The truth about three Halloween urban legends: Internet ScamBusters #307
If there's one thing people like to do, it's scare themselves. Maybe that's why Halloween urban legends are so popular this time of year.
As if ghosties and ghoulies and long-leggedy beasties and things that go bump in the night weren't enough, most people seem determined to scare themselves silly with Halloween urban legends. Some of these legends are generic -- basically "Darwin Awards" type cautionary tales about doing stupid things.
Quite a few, though, focus on the things we hold most dear -- for example, our children and pets. Worse, while many of these urban legends are demonstrably false, we can't laugh them all off. Some hold some truth; some can't be proven either true or false. And some are true.
Today we offer a lighter Scambusters issue and focus on three of the most popular Halloween urban legends. Which do you think are true?
Let's check out today's...
Halloween Urban Legend 1: Lots of kids have been victims of random Halloween candy poisonings
This is one of our most enduring Halloween urban legends, but the statistics don't back it up. While there have been several documented cases in which deaths have initially been blamed on poisoned candy, later investigation proved that the cause was something else entirely -- except once.
However, even that case wasn't a random poisoning by a stranger.
In 1974, a Houston man deliberately poisoned his son with a cyanide-laced Pixie Stix. He did hand them out to four other children to make it look random, but thankfully, they didn't eat them.
The father's motivation? Insurance money.
He paid for it with a lethal injection in 1984.
On the other hand, experts say the Halloween urban legend that warns of pins, needles, and razor blades in apples and candy is true enough.
It's happened at least a dozen times since 1959, but, luckily, someone is hurt only about one time in ten. The worst case involved a woman who required a few stitches.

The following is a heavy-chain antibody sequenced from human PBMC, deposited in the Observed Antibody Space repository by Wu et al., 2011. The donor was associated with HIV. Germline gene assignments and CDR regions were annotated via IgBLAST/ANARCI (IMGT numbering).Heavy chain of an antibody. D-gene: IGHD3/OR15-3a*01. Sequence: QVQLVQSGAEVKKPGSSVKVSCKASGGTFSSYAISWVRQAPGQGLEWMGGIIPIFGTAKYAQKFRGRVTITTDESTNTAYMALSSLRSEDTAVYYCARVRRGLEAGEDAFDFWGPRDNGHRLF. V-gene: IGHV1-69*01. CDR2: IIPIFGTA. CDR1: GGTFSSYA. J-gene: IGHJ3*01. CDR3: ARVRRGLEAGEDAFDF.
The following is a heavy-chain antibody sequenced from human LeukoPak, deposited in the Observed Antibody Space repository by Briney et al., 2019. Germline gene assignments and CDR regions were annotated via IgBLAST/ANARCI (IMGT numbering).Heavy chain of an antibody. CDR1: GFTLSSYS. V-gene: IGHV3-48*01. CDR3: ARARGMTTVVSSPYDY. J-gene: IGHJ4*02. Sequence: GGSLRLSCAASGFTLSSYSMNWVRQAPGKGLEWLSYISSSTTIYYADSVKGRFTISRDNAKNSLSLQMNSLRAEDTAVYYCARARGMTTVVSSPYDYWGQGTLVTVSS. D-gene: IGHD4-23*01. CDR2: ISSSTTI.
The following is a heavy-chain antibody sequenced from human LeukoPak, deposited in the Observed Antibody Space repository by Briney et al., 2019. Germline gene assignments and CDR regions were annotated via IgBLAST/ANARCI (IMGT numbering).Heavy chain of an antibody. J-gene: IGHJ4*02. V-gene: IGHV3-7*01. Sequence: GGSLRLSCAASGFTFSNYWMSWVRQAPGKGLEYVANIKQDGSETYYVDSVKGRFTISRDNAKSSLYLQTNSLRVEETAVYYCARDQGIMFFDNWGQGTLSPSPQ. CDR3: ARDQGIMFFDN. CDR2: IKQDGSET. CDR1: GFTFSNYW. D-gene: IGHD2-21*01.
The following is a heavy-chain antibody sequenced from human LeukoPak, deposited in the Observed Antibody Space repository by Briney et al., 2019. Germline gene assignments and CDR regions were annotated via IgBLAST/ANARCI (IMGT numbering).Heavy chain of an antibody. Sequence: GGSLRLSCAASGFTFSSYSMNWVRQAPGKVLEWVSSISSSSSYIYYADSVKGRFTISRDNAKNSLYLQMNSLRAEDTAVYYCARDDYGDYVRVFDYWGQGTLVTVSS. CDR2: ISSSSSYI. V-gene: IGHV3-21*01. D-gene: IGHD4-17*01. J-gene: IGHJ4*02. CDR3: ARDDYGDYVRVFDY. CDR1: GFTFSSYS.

Action: Although the scope of this Halloween urban legend is obviously exaggerated, we recommend that parents use common sense and be careful and vigilant.
Halloween Urban Legend 2: Satanists regularly adopt black cats on Halloween just so they can be sacrificed in horrifying rituals
Well... perhaps. But probably not.
While the people who run animal shelters and humane societies tend to accept this as a matter of faith, no one can offer any evidence that it's actually true.
Like most urban legends, it's just something that's passed around from one person to another -- your basic anecdote.
Anecdotal stories that can't be verified are usually telltale signs that a story is an urban legend. Those who have carefully checked for news reports about black cat sacrifices (or any cat sacrifices) around Halloween have never found much of anything.
Halloween Urban Legend 3: People have been known to really hang themselves when staging fake Halloween hangings to scare people
Hanging is an awful way to die, which is probably why a lot of haunted houses and similar exhibitions display lynchings as part of their scary fare.
Sometimes real people take the part of mannequins in the displays.
And sometimes they really do hang themselves, through accident or ignorance.
The idea is to put a fake noose around the neck that doesn't tighten, while hanging from a concealed harness.
Occasionally, for some reason, the noose really does tighten, or the harness deploys wrong, and the person dies -- which is why this urban legend about Halloween is no longer an urban legend at all.
Action: Recognize that this can be a dangerous Halloween prank. Things can go wrong. You might want to consider a different way to celebrate Halloween. 😉
That's all for today -- we'll see you next week. Happy Halloween!